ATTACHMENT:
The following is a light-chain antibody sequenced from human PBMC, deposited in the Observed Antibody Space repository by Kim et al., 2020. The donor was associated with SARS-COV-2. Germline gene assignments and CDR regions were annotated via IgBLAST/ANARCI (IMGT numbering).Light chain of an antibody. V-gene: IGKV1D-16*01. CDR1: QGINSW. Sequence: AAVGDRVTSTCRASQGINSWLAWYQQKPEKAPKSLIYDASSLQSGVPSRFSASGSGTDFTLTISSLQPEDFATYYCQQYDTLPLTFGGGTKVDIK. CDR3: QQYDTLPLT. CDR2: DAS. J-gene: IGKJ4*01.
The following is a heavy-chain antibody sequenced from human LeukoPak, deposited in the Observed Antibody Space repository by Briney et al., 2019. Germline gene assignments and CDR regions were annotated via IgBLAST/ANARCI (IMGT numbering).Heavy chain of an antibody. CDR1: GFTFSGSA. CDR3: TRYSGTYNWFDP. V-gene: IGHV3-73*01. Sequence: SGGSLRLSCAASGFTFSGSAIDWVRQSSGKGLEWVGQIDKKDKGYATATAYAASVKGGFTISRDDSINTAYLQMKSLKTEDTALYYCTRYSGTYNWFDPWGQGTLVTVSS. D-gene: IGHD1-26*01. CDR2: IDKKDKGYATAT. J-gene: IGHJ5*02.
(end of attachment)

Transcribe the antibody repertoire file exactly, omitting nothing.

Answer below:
The following is a light-chain antibody sequenced from human PBMC, deposited in the Observed Antibody Space repository by Kim et al., 2020. The donor was associated with SARS-COV-2. Germline gene assignments and CDR regions were annotated via IgBLAST/ANARCI (IMGT numbering).Light chain of an antibody. V-gene: IGKV1D-16*01. CDR1: QGINSW. Sequence: AAVGDRVTSTCRASQGINSWLAWYQQKPEKAPKSLIYDASSLQSGVPSRFSASGSGTDFTLTISSLQPEDFATYYCQQYDTLPLTFGGGTKVDIK. CDR3: QQYDTLPLT. CDR2: DAS. J-gene: IGKJ4*01.
The following is a heavy-chain antibody sequenced from human LeukoPak, deposited in the Observed Antibody Space repository by Briney et al., 2019. Germline gene assignments and CDR regions were annotated via IgBLAST/ANARCI (IMGT numbering).Heavy chain of an antibody. CDR1: GFTFSGSA. CDR3: TRYSGTYNWFDP. V-gene: IGHV3-73*01. Sequence: SGGSLRLSCAASGFTFSGSAIDWVRQSSGKGLEWVGQIDKKDKGYATATAYAASVKGGFTISRDDSINTAYLQMKSLKTEDTALYYCTRYSGTYNWFDPWGQGTLVTVSS. D-gene: IGHD1-26*01. CDR2: IDKKDKGYATAT. J-gene: IGHJ5*02.